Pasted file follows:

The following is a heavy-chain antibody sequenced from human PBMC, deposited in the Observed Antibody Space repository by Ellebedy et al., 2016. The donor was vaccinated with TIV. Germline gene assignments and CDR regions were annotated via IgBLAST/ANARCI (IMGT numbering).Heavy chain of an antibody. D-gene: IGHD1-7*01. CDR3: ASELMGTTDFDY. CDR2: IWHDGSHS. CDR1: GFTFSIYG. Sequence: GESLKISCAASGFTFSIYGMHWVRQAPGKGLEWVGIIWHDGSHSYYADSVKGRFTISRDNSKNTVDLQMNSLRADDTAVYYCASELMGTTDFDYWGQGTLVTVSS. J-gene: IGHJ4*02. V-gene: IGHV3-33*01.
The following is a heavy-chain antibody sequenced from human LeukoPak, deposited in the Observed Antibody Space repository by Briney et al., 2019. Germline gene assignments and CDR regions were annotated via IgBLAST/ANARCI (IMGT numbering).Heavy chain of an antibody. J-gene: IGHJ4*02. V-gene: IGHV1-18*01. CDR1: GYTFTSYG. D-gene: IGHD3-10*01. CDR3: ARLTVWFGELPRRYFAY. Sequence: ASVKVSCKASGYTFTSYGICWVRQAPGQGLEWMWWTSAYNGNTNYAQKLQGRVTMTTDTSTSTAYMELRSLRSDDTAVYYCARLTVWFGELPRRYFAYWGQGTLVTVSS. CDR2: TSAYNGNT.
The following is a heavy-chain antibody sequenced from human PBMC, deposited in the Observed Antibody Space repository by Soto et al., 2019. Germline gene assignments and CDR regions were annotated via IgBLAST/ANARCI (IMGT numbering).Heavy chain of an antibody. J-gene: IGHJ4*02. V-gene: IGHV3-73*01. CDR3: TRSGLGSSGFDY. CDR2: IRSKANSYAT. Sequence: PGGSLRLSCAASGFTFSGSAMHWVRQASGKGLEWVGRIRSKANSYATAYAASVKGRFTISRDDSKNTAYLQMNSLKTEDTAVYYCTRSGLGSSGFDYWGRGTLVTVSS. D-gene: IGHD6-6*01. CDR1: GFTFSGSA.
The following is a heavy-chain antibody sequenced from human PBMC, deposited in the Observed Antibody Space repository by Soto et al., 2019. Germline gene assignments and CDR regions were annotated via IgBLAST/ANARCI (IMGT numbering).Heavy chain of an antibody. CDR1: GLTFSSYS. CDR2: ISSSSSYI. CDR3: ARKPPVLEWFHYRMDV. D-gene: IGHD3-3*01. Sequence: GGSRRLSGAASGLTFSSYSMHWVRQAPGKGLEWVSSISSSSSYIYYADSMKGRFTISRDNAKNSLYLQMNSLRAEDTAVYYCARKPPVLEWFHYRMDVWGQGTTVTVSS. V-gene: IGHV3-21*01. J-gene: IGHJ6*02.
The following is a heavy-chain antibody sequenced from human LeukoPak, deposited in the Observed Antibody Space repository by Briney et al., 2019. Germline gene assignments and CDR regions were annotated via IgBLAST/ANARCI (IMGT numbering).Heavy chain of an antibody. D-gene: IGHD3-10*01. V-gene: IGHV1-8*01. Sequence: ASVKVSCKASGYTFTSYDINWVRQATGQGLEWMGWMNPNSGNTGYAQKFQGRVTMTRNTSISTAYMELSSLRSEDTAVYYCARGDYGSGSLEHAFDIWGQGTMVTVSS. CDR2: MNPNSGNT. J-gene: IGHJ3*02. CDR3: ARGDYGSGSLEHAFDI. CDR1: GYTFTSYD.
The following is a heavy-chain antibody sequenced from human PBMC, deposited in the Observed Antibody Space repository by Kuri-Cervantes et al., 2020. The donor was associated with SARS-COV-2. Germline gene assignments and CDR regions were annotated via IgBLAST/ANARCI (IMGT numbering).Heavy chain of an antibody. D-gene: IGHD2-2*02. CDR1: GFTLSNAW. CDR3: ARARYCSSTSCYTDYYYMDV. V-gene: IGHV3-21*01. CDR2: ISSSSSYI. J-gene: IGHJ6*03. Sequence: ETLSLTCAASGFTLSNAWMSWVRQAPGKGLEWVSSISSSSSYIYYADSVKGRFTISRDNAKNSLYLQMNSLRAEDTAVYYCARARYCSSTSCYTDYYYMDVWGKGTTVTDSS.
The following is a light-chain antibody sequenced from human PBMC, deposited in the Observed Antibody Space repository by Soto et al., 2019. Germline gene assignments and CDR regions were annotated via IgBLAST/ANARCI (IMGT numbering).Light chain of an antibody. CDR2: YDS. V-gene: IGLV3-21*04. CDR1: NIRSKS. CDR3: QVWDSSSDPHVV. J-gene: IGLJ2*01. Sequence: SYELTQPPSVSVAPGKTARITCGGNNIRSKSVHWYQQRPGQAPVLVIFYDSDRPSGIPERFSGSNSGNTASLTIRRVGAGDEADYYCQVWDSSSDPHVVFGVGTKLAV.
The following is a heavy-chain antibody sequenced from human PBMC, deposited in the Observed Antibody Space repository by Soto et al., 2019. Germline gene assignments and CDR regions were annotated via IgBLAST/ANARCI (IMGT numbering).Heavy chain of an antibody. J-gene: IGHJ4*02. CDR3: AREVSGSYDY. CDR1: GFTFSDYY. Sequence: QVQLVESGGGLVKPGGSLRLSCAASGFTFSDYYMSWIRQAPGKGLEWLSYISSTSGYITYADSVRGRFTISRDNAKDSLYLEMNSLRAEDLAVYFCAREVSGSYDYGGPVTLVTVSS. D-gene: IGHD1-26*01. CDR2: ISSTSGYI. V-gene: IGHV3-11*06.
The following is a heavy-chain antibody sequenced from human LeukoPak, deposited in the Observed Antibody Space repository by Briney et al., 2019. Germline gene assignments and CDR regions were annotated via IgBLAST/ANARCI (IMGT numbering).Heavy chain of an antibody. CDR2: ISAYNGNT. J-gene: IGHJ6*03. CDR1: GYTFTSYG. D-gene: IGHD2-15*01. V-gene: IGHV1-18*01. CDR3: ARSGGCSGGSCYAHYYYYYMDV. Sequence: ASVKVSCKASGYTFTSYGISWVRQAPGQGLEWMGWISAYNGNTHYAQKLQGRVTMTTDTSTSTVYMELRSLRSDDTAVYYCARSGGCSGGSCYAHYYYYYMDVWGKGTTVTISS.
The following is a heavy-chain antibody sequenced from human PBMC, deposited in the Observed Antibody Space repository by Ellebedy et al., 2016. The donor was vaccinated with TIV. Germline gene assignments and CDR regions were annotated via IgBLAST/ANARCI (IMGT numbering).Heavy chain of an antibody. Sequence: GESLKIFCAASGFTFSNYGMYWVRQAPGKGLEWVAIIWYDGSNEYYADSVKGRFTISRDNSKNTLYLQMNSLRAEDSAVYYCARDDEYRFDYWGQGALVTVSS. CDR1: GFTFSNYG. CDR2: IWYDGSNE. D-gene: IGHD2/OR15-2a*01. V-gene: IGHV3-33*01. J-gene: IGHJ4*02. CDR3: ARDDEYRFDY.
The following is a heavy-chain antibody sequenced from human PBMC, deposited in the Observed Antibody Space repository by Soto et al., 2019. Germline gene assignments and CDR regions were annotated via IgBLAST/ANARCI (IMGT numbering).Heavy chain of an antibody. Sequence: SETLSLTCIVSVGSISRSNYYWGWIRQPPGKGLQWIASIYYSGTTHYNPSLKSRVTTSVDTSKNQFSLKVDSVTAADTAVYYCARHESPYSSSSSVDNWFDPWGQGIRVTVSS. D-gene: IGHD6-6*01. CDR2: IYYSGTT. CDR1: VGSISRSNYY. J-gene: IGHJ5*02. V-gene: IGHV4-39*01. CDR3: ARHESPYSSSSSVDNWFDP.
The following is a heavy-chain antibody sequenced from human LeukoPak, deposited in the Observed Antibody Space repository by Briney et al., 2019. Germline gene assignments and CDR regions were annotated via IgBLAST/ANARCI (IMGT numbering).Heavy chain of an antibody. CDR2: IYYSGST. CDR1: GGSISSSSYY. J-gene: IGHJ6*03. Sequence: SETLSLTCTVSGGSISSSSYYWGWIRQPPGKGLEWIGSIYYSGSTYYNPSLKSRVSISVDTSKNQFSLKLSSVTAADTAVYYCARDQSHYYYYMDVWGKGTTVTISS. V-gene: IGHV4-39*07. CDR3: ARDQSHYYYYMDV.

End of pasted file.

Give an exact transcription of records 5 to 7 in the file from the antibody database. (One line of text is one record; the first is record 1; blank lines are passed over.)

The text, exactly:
The following is a heavy-chain antibody sequenced from human LeukoPak, deposited in the Observed Antibody Space repository by Briney et al., 2019. Germline gene assignments and CDR regions were annotated via IgBLAST/ANARCI (IMGT numbering).Heavy chain of an antibody. D-gene: IGHD3-10*01. V-gene: IGHV1-8*01. Sequence: ASVKVSCKASGYTFTSYDINWVRQATGQGLEWMGWMNPNSGNTGYAQKFQGRVTMTRNTSISTAYMELSSLRSEDTAVYYCARGDYGSGSLEHAFDIWGQGTMVTVSS. CDR2: MNPNSGNT. J-gene: IGHJ3*02. CDR3: ARGDYGSGSLEHAFDI. CDR1: GYTFTSYD.
The following is a heavy-chain antibody sequenced from human PBMC, deposited in the Observed Antibody Space repository by Kuri-Cervantes et al., 2020. The donor was associated with SARS-COV-2. Germline gene assignments and CDR regions were annotated via IgBLAST/ANARCI (IMGT numbering).Heavy chain of an antibody. D-gene: IGHD2-2*02. CDR1: GFTLSNAW. CDR3: ARARYCSSTSCYTDYYYMDV. V-gene: IGHV3-21*01. CDR2: ISSSSSYI. J-gene: IGHJ6*03. Sequence: ETLSLTCAASGFTLSNAWMSWVRQAPGKGLEWVSSISSSSSYIYYADSVKGRFTISRDNAKNSLYLQMNSLRAEDTAVYYCARARYCSSTSCYTDYYYMDVWGKGTTVTDSS.
The following is a light-chain antibody sequenced from human PBMC, deposited in the Observed Antibody Space repository by Soto et al., 2019. Germline gene assignments and CDR regions were annotated via IgBLAST/ANARCI (IMGT numbering).Light chain of an antibody. CDR2: YDS. V-gene: IGLV3-21*04. CDR1: NIRSKS. CDR3: QVWDSSSDPHVV. J-gene: IGLJ2*01. Sequence: SYELTQPPSVSVAPGKTARITCGGNNIRSKSVHWYQQRPGQAPVLVIFYDSDRPSGIPERFSGSNSGNTASLTIRRVGAGDEADYYCQVWDSSSDPHVVFGVGTKLAV.